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EPA Official Resigns Amid Congressional Investigation Into Use of Alias Emails


“EPA owes us all some answers about their absolute disregard for transparency."

A top official with the Environmental Protection Agency (EPA) under investigation by Congress for allegedly using a private email address to conduct official government business will step down this week.

Region 8 Administrator James Martin plans to resign on Friday, EPA spokeswoman Alisha Johnson confirmed to FoxNews.com.

Martin, like former EPA administrator Lisa Jackson, is under fire for allegedly using alias emails to communicate with employees and conduct government business. The EPA is reportedly denying that Martin's resignation is related to the email investigation.

More from FoxNews.com:

The EPA, according to Politico.com, downplayed the communication as a one-time occurrence.

But the Republican lawmakers wrote that "it does not appear that this transaction was an isolated incident."

"Rather, the body of emails suggests that you regularly used this personal email account to stay informed on matters relating to your official duties," they wrote. Further, they said the issue raises concern that he could be trying to "insulate" himself from formal records requests and "circumvent" federal records law.

Sen. David Ritter (R-La.) announced the resignation via a press release on Tuesday.

“Region 8 administrator Martin is likely resigning this week in part because of the open investigation about his use of a non-official email account to conduct official business,” Vitter said. “Now we know that Lisa Jackson’s acting replacement, Bob Perciasepe, appears to have been doing the same thing to dodge the agency’s mandatory record-keeping policy.”

On Friday, the EPA released the second of four collections of emails from Jackson's "Richard Windsor" alias email account. The emails did, in fact, show that Perciasepe sent an email to Jackson's alias account using his personal email account.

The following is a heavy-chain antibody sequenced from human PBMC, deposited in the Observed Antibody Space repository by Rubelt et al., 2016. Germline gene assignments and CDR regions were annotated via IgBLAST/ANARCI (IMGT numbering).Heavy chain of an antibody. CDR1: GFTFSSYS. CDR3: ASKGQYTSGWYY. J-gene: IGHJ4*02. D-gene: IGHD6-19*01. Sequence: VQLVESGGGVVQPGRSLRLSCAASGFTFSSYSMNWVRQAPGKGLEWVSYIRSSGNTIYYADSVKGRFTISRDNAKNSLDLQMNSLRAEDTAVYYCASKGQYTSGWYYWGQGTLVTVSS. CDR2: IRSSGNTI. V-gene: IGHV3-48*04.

Jackson resigned from her post as EPA administrator in December partly due to the Justice Department's decision to release emails in which Jackson used her alias email account, claims a Washington attorney suing the Obama administration for access to Jackson's alias emails.

At the time, Jackson said she resigned after four years for "new challenges, time with my family and new opportunities to make a difference."

Critics, like Vitter, want more information regarding what appears on the service to be an attempt to avoid the EPA's record-keeping requirements.

“EPA owes us all some answers about their absolute disregard for transparency, especially from their acting administrator or any potential nominee to be administrator,” Vitter added. “There’s a lot of information in these emails that warrant further investigations, but it is clear that EPA continues to abuse exemptions under FOIA law with significant redactions of information to avoid transparency.”


(H/T: WFB)

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